Tesla Recalls Vehicles in China to Update Autopilot

Following reports of Chinese Tesla vehicle owners accidentally activating their Autopilot’s cruise control feature, Tesla is recalling 285,000 vehicles in the country to fix the issue. The recall covers 249,855 Model 3 and Model Y vehicles that were manufactured at Gigafactory Shanghai and 35,655 imported Model 3 vehicles. The vehicles covered by the latest Tesla recall were manufactured between December 2019 and June 2021.

Regulators say that accidentally activating the Autopilot could cause the Tesla to speed up unexpectedly. This issue seems to be different from reported instances of sudden unintended acceleration that is allegedly caused by a flaw in manufacturing the actual vehicle. In those cases, the United States’ National Highway Traffic Safety Administration (NHTSA) ruled that the sudden unexpected acceleration could have been caused by operator error – essentially drivers hitting the wrong pedal in their cars by mistake.

Although Tesla doesn’t have a press office that can respond to media requests, it did post an apology for the issue on the Chinese social media platform Weibo. Tesla has had numerous public relations issues in China, including previous recalls for problems like suspension issues, protests over poor customer service that included one woman climbing on top of a Tesla vehicle on display at a car show, and the Chinese government’s ban on parking Tesla vehicles at government-owned facilities due to concerns about spying.

Tesla is currently wrangling with Chinese bloggers whom it accuses of spreading malicious lies about the company. Some bloggers say that Tesla threatened to sue them for what it says are defamatory comments that included questions about the same unintended acceleration that so many vehicles are now being recalled for. It has also filed a lawsuit against a Chinese news outlet that accused the company of using “sweatshop” practices at Gigafactory Shanghai. The latter could easily be a case of the pot calling the kettle black, as China often uses forced labor practices against “undesirable” populations like the Uighur Muslims.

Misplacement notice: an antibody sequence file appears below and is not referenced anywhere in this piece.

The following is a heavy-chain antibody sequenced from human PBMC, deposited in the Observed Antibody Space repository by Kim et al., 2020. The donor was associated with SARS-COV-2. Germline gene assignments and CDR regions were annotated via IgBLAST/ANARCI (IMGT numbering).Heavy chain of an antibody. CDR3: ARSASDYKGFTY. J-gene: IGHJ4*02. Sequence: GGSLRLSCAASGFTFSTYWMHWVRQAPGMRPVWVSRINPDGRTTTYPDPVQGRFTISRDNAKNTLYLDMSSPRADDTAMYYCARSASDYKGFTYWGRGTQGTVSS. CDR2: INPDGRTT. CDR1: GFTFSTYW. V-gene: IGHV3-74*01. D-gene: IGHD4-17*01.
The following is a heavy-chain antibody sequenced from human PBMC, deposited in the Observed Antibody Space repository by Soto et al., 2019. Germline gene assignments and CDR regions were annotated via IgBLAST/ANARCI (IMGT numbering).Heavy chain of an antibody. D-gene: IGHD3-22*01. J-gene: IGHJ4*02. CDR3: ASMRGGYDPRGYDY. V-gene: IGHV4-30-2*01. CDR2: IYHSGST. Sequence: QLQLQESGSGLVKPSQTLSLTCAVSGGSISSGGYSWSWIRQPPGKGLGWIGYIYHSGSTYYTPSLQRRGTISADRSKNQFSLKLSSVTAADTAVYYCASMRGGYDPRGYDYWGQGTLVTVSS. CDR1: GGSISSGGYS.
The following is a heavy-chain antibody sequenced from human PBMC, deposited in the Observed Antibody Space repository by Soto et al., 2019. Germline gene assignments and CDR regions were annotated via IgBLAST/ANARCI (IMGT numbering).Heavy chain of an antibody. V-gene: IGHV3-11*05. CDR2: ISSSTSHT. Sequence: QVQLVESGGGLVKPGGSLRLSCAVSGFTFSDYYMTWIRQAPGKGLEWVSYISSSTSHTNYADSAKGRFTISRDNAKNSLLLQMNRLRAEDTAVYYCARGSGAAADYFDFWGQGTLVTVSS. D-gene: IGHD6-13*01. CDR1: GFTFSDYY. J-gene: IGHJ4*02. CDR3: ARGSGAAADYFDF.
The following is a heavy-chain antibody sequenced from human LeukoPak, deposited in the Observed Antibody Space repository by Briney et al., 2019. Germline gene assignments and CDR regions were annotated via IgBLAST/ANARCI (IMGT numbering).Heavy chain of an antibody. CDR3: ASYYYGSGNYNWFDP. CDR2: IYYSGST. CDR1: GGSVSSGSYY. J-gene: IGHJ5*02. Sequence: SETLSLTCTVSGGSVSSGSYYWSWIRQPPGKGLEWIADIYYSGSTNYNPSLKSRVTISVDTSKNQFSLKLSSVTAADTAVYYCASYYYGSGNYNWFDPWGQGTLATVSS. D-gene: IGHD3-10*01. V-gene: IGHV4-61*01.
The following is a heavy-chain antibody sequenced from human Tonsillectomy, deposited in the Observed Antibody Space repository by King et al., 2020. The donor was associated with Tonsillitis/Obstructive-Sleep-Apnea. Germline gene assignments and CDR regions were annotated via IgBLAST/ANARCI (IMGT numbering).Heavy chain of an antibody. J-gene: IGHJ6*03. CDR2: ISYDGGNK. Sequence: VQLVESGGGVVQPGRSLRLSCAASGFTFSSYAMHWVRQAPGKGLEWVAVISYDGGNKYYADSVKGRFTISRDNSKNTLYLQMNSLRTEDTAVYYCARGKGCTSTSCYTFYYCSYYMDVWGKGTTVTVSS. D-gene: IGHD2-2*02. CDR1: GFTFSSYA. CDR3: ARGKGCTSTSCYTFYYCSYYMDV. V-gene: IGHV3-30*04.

The publicity issues has led to weak sales in China recently, although deliveries picked up in May. Despite the problems, Tesla plans to manufacture as many as 500,000 cars a year at Gigafactory Shanghai and opened a data center in China in an attempt to address the concerns that its cameras could capture footage of sensitive activities at Chinese government facilities.

Regulators do say that Autopilot and Full Self-Driving are not quite ready to independently operate a vehicle despite Tesla’s and Elon Musk’s bragging about its capabilities. According to the Society of Automotive Engineers’ scale of self-driving vehicles, a fully autonomous car would be at Level 5. Tesla’s Full Self-Driving software is currently at Level 2, capable of performing some limited functions like navigating a parking lot in a relatively predictable environment. Despite disclaimers to that effect on Tesla’s websites, that has not stopped a few Tesla owners from pulling dangerous stunts like riding in the back seat of a driverless Tesla.